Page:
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Flashcards in Service of Process and Venue Deck (15)
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1
Q

Service of Process

A

must be a rule of the court and consistent with due process. It gives “reasonably calculated” notice so that defendant has actual notice of the action allows defendants to respond. (can’t make up a type of service). If notice not received, may still be enough. Notice by newspaper may be enough if can’t locate defendant.

2
Q

Texas service may be achieved

A
  1. within state, by in hand service by sheriff or constable or by registered mail which only defendant can sign
  2. by consent, such as appearing to defend a lawsuit without waiving, or
  3. outside of state, by service registered agent within state or most frequently serving on secretary of state, who will forward by registered mail.
3
Q

Texas service subsitute

A

A reasonably calculated method; need motion and sworn showing of inability to served defendant under the other rules; possibly by publication; Service to corporations to registered agent, officer, or substituted service on the secretary of state

4
Q

Steps for Texas service out of state

A
  1. go to courthouse
  2. Have clerk file stamp a copy and issue summons.
  3. Send to process server or sheriff who serves on secretary of state
  4. Secretary of state forwards to defend by registered mail
  5. Process Server makes return
  6. Secretary gives certificate that contains green card to show it has been received by defendant
5
Q

Notice and Waiver

A

Executed request by defendant, when filed by plaintiff, is equivalent to service.
A “duty” is imposed by the rule; Rule expressly doesn’t waive venue or personal jurisdiction; 60 days to answer; costs (including attorney fees for motion) shall be imposed with no waiver.
If not waived, must serve. Do not use waiver unless you believe defendant will waive (have agreement with the other attorney); especially don’t use if close to statute of limitations.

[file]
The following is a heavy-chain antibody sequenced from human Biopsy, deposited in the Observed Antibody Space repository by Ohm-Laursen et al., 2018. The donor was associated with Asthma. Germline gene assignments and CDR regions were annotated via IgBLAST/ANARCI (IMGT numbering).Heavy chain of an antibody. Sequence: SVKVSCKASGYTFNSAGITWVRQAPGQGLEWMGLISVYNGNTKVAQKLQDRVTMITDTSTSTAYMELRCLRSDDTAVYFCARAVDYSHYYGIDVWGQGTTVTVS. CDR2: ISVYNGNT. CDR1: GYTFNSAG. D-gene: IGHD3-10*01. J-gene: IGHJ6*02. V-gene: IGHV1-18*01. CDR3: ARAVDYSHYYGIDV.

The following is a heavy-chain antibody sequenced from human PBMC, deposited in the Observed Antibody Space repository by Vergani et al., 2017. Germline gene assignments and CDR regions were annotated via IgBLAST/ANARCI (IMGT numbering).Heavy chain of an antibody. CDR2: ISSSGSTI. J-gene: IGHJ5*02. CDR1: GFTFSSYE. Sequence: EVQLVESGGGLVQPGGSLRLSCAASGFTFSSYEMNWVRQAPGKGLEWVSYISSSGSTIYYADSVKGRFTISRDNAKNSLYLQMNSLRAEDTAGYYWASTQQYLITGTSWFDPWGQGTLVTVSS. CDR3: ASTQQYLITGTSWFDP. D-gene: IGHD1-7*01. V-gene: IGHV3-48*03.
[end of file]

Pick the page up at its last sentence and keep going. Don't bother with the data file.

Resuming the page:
6
Q

Federal Service of individuals

A

Can be served pursuant to state low or alternatively: In-hand by any person 18 or over and not a party (or marshal, if ordered by the court), Leave with service which must be left at usual abode or dwelling on person of suitable age and discretion that resides there, and an agent, someone appointed or by law (secretary of state); other methods, in hand, leave with someone in charge at place of work or in-office where can be seen, etc.

7
Q

Federal Service of Corporations, Associations and other provisions

A

State law (as for individuals) or alternatively, by service officer, managing agent, or general agent or agent authorized by appointment or by law (secretary of state); must also mail to defendant if governing law requires. infants and incompetents (usually parents or guardians), The U.S. or its agencies (complicated, more than one method of service required); local state or federal governments

8
Q

Territorial limits of federal service

A

Federal courts generally have no greater out of state jurisdiction than state court for state claims; The state long arm statute provides the limit of effective service, even in federal court. If it’s a federal claim, jurisdiction is extended to due process limits.

9
Q

The return of service

A

The return, or proof of service, is made by person effecting service (by affidavit). In default cases, the validity of judgment depends on validity of return.

10
Q

Venue purpose and nature

A

There are usually many court that could acquire jurisdiction, many forums may be distant or inappropriate, venue is a way of creating a convenient place for trial. Court with improper venue can still give binding judgment. Unlike lack of jurisdiction, which empowers a court from acting even though not raised by parties, venue is a matter of privilege of the defendant

11
Q

Federal venue exists where?

A

in district and division. 99.9% are 1 and 2.

  1. Where all defendants reside or where any defendant resides (if all in same state);
  2. Where “a substantial part of” the acts or omissions underlying the claim, or property located; or
  3. In diversity cases, where personal jurisdiction over defendants, if no other district; in arising under cases, where any defendant “found”
12
Q

Corporations reside for venue

A

where ever they are subject to personal jurisdiction (venue gets collapsed into personal jurisdiction for corporations)

13
Q

Venue waiver

A

unless timely motion by defendant.

14
Q

Discretionary transfer and 4 requirements

A

A district court may transfer to district or division where “it might have been brought”

  1. Convenience of parties or witnesses
  2. Interest of Justice- most commonly where controversy arose, there is a strong interest in having controversies adjudicated locally
  3. May transfer- court has discretion
  4. Transferee district must be one fixed by law, not merely by defendants consent
  5. Law of transferor district still holds
15
Q

Texas consent service of process

A

any appearance other than after, and subject to, special appearance.